On the Screen (MD2017-1)

By  on February 18, 2017

 
Photo: Contributed


Chemnitz (Germany) 2016

An Ecumenical Jury awarded prizes for the first time ever at the 21st International Film Festival for Children and Young Audience “Schlingel” (26 September to 2 October 2016), strengthening the support of INTERFILM and SIGNIS for films for children and youth. Previously, the only ecumenical jury at a film festival for children and youth was in Zlín (Czech Republic), which is the oldest of its kind, founded in 1961.

The prize winner of the Ecumenical Jury at Chemnitz was Hunt for the Wilderpeople (still below), directed by Taika Waititi (New Zealand, 2016), which also won the Junior Film Award. A Commendation was awarded to the children’s film Meester Kikker (Mr. Frog), directed by Anna van der Heide (Belgium, Netherlands, 2016).

The European Children’s Film Award went to Korunní Prince (Crown Prince) by Karel Janák (Czech Republic, 2015). Several prizes were awarded to the Vietnamese children’s film Tôi Thấy Hoa Vàng Trên Cỏ Xanh (Yellow Flowers on Green Grass) by Victor Vu (Best Child Actor, Main Award of the Department of Private Broadcast and New Media of the Saxon Free State, Commendation of the Children’s Film Jury).

Buffalo Rider by Joel Soisson (USA, Thailand 2015) was awarded the Prize of the City of Chemnitz and My Name is Emily by Simon Fitzmaurice (Ireland 2015) won the Award of the Youth Film Jury.

The “Schlingel” festival has been organised by the Saxon Service for Children and Youth film in Chemnitz since 1991, in cooperation since 2006 with the State Institution for private broadcasting and new media of Saxony.

Kiev (Ukraine) 2016

At the 46th Molodist International Film Festival (October 22-30, 2016) the Ecumenical Jury, appointed by INTERFILM and SIGNIS, awarded prizes in the competition for full-length films, short films and student films.

The award for best full-length film went to Keeper, directed by Guillaume Senez (Belgium, Switzerland, France 2016).

Motivation: A film about a girl and a boy, normal school things, music, football trainings and the possibility to proceed towards a professional level. And pregnancy, which puts their life in a new position: what to do, what decisions have to be made, and by whom? The film approaches the complex question of pregnancy in teenage. Especially in this case from the boy´s perspective. How to meet the demands to become a father and get his own voice to be heard. The path of life can give a new direction.

The award for best short film went to Ascensão (Ascension), directed by Pedro Peralta (Portugal 2016).

Motivation: In the misty dawn a group of villagers tries to rescue the body of a young man who has drowned in a well. The body is laid down to his mother’s lap. From that moment onwards the mystery of awakening both the young man and the morning catch the viewer’s attention. A very poetic film full of symbols and metaphors challenges the viewer to interpret both the mystery of death and life of human beings, nature, and to reflect Biblical references. Extremely detailed filming with colours, sounds and movements keeps the viewers in grip from the beginning to the very end.

The award for best student film went to Esel (Carry On), directed by Rafael Haider (Austria, 2015).

Motivation. An old married couple lives on an isolated farm with their animals. Especially the old donkey is important for the husband. Losing it is harder than he could imagine. With a humoristic touch the film describes the importance of the presence of both human beings and animals and the simple connection with nature. Without too many words in the film viewers, both old and young, can feel the deepest longing of love.

Members of the 2016 jury: Ninfa Watt, President (Spain); Volodymyr Krachuk (Ukraine); Juha Rajamäki (Finland).

Lübeck (Germany) 2016

At the 58th Nordic Film Days Lübeck (November 2-6, 2016) the INTERFILM-Jury awarded the Church Film Prize, endowed with €2500 by the Churches of Lübeck to Rosemari directed by Sara Johnsen (Norway, Denmark, Germany, 2016).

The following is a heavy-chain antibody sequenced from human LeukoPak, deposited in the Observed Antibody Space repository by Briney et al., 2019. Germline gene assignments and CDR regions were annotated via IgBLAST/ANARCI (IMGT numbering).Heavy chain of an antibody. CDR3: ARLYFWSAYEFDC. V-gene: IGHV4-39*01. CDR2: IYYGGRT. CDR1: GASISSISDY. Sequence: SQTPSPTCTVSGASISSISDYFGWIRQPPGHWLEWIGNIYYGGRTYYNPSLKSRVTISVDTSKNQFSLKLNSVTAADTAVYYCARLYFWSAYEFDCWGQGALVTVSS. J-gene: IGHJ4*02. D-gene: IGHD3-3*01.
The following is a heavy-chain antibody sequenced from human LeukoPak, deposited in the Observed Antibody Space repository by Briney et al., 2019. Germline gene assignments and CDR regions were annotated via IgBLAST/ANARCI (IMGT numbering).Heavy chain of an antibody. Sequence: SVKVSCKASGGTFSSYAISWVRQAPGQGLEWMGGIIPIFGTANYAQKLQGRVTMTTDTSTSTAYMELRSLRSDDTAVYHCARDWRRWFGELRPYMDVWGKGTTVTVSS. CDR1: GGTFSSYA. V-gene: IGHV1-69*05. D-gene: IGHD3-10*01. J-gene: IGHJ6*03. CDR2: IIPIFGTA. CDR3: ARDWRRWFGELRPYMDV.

Motivation: The INTERFILM Jury awards its Prize to an intelligent, witty and complex film about motherhood, longing and reconciliation. 16 year old Rosemari does not know who her mother is, goes on a search for her roots and finds unexpected things, which in the end give her life a new turn. This film tells a never before told story about the mother-daughter relationship. The story is about why birth and giving birth is important and does not happen in life only once.

Synopsis: Unn Tove marries the wrong man. During her wedding reception, a baby is born in the bathroom of the restaurant. Unn Tove finds the newborn girl and turns her over to the authorities. The two meet again 16 years later. Unn Tove is now the mother of two daughters and works for a local broadcaster. Rosemari is trying to track down her birth mother. Unn Tove decides to help the young woman in her search and shoot a report about it. On their journey across the country, they are confronted with issues of motherhood and love. In the end, Unn Tove is faced with the decision of whether or not to tell Rosemari the truth, and of how to handle her own love life.

Members of the 2016 Jury: Astrid Baar, Germany; Poul Martin Langdahl, Denmark; Ylva Liljeholm, Sweden (President); Christoph Rehmann-Sutter, Switzerland.

Leipzig (Germany) 2016

At the 59th International Leipzig Festival for Documentary and Animated Film (31 October to 11 November 2016) the Interreligious Jury, appointed in collaboration with DOK Leipzig by INTERFILM and SIGNIS, awarded its Prize in the International Competition Long Documentary and Animated Films to Cahier Africain directed by Heidi Specogna (Switzerland/Germany 2016).

Motivation: Cahier Africain (still below) by Heidi Specogna on the ongoing atrocities between different religious and ethnic groups in the Central African Republic centres on the lives of Arlette, a young wounded Christian girl and the Muslim woman Amzine with her daughter born after brutal rape. Amidst the desperate situation Amzine manages to find a fragile safety as refugee in Chad. There the rift between mother and daughter starts to heal.

The Interrreligious Jury congratulated the filmmaker on her sensitive approach to her protagonists, her poetic filming and for leaving us with a glimmer of hope through the images of the women rebuilding their lives.

The Prize is endowed with €2500, donated by the Interreligious Roundtable Leipzig and the VCH-Hotels Germany GmbH in the “Verband Christlicher Hoteliers e.V.” including the Hotel Michaelis in Leipzig.

Members of the 2016 Jury: Annet Betsalel, Bussum (The Netherlands); Thomas Bohne, OR, Leipzig (Germany) – President; Irina Grassmann, Frankfurt a/M (Germany); Gürcan Keltek, Istanbul (Turkey).

Berlinale 2017 

The 2017 Berlin Festival will feature Indigenous films from the Arctic Circle. “A Journey into Indigenous Cinema” will focus in 2017 on Indigenous cinema from the Arctic. The film programme for the special series, comprising nine short and ten feature-length films, will be complemented by a number of events featuring discussion and other spoken word formats.